Murdoch denied rumours that he hadn’t forgiven David Cameron for calling the inquiry, explaining that the state of media in the UK is of “absolutely vital interest to all it’s citizens”, and adding that he welcomed the opportunity to appear before the court because he “wanted to put certain myths to bed.”

The billionaire newspaper owner was also asked about his relationships with numerous other politicians, including Scottish politician Alex Salmond and former Prime Minister John Major. Murdoch also told the court that he “remained a great admirer” of Margaret Thatcher, but denied that he was “one of the main powers behind the Thatcher throne.”

Murdoch echoes his son James’ testimony, saying that relationships between the media and politicans were “part of the democratic process”. He added: “Politicians go out of their way to impress people in the press. All politicians of all sides like to have their views known by the editors and publishers of newspapers, hoping they will be put across, hoping they will succeed in impressing people. That’s the game.”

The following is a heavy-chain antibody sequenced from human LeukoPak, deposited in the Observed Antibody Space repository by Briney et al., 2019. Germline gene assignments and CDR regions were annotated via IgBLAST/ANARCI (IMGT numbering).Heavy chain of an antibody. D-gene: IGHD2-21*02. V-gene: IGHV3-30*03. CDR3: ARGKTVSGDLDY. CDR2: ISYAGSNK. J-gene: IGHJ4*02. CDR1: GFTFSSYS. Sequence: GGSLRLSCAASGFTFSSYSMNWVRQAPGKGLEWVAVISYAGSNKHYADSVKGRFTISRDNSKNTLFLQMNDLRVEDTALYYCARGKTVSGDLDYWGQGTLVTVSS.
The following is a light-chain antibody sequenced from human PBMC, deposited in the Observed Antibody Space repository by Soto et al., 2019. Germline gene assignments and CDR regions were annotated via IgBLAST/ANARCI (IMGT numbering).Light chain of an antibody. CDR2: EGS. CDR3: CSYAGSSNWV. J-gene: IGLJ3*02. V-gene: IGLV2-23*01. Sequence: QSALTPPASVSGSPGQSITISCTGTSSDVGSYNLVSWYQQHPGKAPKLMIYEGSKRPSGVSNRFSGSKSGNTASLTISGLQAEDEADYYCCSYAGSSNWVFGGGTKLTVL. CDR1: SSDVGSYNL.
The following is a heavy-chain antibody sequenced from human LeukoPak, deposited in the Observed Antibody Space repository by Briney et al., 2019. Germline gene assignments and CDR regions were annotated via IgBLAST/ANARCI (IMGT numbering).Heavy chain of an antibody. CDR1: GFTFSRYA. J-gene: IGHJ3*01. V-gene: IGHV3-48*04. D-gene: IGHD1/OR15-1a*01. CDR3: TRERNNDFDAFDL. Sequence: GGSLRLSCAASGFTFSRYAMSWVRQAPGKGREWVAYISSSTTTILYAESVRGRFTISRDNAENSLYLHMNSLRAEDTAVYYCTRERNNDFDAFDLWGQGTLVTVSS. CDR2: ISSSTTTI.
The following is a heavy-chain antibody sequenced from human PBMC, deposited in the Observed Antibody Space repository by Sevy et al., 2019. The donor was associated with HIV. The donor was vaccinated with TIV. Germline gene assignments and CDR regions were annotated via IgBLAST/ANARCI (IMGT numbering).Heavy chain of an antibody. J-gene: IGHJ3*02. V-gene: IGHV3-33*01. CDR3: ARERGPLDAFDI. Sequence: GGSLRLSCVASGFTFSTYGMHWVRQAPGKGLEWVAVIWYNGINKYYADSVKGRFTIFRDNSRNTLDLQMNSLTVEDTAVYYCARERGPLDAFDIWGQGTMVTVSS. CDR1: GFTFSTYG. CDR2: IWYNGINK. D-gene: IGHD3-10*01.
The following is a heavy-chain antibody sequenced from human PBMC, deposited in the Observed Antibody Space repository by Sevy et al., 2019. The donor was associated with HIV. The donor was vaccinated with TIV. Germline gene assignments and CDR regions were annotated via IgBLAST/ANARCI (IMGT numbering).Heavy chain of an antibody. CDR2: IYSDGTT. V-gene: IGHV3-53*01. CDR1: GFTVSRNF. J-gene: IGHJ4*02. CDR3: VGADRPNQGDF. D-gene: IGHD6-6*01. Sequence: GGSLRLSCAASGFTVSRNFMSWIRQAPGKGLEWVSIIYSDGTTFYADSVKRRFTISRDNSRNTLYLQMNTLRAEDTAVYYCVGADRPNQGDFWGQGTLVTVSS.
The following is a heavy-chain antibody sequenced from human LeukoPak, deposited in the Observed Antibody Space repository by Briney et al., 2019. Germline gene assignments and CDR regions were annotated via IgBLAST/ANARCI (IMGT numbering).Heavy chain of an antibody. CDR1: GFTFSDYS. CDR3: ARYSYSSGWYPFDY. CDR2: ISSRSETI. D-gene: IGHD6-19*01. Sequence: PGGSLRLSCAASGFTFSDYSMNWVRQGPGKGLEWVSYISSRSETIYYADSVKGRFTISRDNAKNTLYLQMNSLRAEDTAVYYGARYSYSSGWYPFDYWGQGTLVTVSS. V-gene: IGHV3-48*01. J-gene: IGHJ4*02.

At the start of today’s hearing, Lord Justice Leveson responded to the furore relating to emails from Jeremy Hunt revealed during James Murdoch’s testimony to the court yesterday.

“I am acutely aware from considerable experience that documents such as these cannot always be taken at face value and can frequently bare more than one evaluation. I am not taking sides or expressing opinion but it is very important to hear every side of the story. In due course we will hear all relevant evidence from all relevant people.”

Rupert Murdoch’s evidence to the inquiry will continue at 10am tomorrow.

Follow Index’s coverage of the Leveson Inquiry @IndexLeveson

Leaders' debate libel controversy

Former diplomat Craig Murray has revealed that polling company YouGov has accused him of libel.

Murray posted an article last week suggesting that YouGov had “rigged” a poll after last week’s UK election leaders’ debate in favour of Conservative leader David Cameron. The YouGov poll gave Cameron a clear lead over Labour’s Gordon Brown and the Liberal Democrats’ Nick Clegg. Other polls suggested a much tighter result.

Read Murray’s account here